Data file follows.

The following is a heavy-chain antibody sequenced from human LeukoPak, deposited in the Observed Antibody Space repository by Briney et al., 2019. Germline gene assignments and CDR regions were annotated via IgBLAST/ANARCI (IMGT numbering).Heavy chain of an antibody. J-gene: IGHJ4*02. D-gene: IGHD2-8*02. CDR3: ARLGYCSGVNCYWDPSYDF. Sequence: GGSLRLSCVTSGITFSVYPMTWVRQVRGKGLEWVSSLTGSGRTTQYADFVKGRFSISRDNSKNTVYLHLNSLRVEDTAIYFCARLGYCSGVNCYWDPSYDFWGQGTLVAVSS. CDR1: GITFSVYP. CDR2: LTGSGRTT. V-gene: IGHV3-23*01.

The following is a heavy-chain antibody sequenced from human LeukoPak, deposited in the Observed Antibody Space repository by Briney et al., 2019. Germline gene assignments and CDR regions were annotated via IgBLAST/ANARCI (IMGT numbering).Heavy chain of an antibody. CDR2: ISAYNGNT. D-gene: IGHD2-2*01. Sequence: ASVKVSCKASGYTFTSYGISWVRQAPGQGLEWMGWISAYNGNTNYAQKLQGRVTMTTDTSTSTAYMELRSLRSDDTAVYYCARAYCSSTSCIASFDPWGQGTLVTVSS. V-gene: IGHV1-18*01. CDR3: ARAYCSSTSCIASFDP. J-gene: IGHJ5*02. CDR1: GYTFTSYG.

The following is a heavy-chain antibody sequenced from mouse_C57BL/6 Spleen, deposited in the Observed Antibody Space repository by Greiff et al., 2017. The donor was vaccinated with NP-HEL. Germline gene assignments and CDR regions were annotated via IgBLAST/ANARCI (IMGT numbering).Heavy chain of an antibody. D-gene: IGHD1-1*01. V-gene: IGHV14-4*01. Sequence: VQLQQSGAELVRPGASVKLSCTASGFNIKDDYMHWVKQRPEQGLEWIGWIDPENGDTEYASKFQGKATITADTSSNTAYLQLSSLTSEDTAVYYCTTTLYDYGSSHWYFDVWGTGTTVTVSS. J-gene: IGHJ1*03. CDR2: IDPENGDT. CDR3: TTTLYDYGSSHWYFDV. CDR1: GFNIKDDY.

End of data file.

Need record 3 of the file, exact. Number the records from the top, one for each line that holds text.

The following is a heavy-chain antibody sequenced from mouse_C57BL/6 Spleen, deposited in the Observed Antibody Space repository by Greiff et al., 2017. The donor was vaccinated with NP-HEL. Germline gene assignments and CDR regions were annotated via IgBLAST/ANARCI (IMGT numbering).Heavy chain of an antibody. D-gene: IGHD1-1*01. V-gene: IGHV14-4*01. Sequence: VQLQQSGAELVRPGASVKLSCTASGFNIKDDYMHWVKQRPEQGLEWIGWIDPENGDTEYASKFQGKATITADTSSNTAYLQLSSLTSEDTAVYYCTTTLYDYGSSHWYFDVWGTGTTVTVSS. J-gene: IGHJ1*03. CDR2: IDPENGDT. CDR3: TTTLYDYGSSHWYFDV. CDR1: GFNIKDDY.